Several studies have verified that humanness and emotions of virtual agents can affect people’s behaviour and strategies (Chowanda et al., 2016; De Melo et al., 2010). For example, Chowanda et al. (Chowanda et al., 2016) captured players’ emotions through their facial expressions and showed that Non-Player Characters that have personalities and are capable of perceiving emotions can enhance players’ experience in the game. Further, Nonverbal behaviour such as body gesture and gaze direction affects perception of cooperativeness of an agent (Straßmann et al., 2016).
In this paper, we use an appraisal-based emotional model in the same spirit as EMA (Gratch and Marsella, 2004), where emotional displays are made using the Ortony, Clore and Collins (OCC) model (Ortony et al., 1988), and a set of coping rules are implemented to map the game history augmented with emotional appraisals to actions for the virtual agent. We refer to the agent based on this model as the OCC agent.
The OCC agent uses emotions to generate expectations about future actions (FRidja, 2010; Zajonc, 2000). That is, it sees emotions as being related to an agent’s assessments of what is going to happen next, both within and without the agent’s control. The OCC agent computes expectations with respect to the denotative meaning (or causal interpretation (Gratch and Marsella, 2004)) of the situation, and these expectations are mapped to emotion labels. The generated emotions are then used with a set of coping rules to adjust future actions.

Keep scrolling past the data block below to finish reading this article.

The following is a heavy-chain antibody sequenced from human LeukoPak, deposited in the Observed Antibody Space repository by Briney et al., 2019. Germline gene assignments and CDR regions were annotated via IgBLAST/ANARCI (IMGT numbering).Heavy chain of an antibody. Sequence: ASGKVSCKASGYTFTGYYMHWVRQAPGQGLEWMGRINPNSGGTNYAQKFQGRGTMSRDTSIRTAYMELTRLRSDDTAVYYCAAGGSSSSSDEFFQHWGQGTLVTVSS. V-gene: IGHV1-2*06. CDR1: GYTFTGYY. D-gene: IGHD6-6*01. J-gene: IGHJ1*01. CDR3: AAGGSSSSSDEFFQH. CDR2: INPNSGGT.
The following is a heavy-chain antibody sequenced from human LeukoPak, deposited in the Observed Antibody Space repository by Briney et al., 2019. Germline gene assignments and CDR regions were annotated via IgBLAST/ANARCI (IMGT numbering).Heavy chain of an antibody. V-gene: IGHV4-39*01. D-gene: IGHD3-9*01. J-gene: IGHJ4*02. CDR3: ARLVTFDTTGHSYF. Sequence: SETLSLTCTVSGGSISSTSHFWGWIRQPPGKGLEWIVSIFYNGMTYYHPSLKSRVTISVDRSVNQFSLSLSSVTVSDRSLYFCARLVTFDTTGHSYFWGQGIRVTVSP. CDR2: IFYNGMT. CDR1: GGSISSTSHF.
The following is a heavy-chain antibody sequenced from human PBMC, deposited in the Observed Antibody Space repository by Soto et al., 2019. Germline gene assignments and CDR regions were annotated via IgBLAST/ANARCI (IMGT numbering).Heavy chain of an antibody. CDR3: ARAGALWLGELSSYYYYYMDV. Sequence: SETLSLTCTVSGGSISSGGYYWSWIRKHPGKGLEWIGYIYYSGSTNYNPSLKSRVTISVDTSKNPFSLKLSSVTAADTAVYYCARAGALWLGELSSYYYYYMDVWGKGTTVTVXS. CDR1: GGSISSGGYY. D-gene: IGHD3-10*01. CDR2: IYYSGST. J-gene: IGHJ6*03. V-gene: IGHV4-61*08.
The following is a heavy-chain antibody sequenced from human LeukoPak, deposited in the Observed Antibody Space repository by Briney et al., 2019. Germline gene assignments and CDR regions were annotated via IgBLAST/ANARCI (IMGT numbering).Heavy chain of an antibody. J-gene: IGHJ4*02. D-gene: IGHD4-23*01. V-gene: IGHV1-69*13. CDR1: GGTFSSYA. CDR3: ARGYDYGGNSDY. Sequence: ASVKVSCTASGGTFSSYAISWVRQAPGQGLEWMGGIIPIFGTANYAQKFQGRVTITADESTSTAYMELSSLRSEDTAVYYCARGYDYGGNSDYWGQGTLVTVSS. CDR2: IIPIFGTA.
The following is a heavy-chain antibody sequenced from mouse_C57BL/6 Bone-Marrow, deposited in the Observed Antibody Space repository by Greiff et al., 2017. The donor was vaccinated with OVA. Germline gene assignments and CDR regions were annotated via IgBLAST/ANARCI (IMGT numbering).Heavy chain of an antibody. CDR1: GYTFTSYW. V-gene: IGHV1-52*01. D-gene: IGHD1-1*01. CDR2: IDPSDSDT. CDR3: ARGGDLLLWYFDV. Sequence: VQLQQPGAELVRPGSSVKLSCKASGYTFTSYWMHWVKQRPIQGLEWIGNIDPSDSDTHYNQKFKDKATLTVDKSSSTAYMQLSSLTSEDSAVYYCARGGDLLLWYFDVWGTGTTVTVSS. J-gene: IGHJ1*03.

We present results from a study involving participants who played a simple social dilemma game with a virtual agent named “Aria”. The game was a variation of Prisoner’s Dilemma (PD), in which each player could either give two coins or take one coin from a common pile. Players could maximize their returns by defecting while their partner cooperated, and although the Nash equilibrium is mutual defection, the players can jointly maximize their scores through mutual cooperation. The participants were awarded a bonus according only to their total score in the game, and so had incentive to cooperate as much as possible. Participants played a series of games in a row, and then answered a questionnaire on how they felt about Aria on dimensions of human-uniqueness and human-nature taken from (Haslam et al., 2008). The participants were evenly split into three conditions that differed only in the emotional displays. The virtual human, Aria, displayed facial expressions and uttered canned sentences that were consistent with the game context and the emotional state given the condition. One condition was based on the OCC model, while two were baselines, one with randomly selected emotions, and one with no emotions. Our hypothesis was that the OCC agents would show more human-nature traits than the baselines.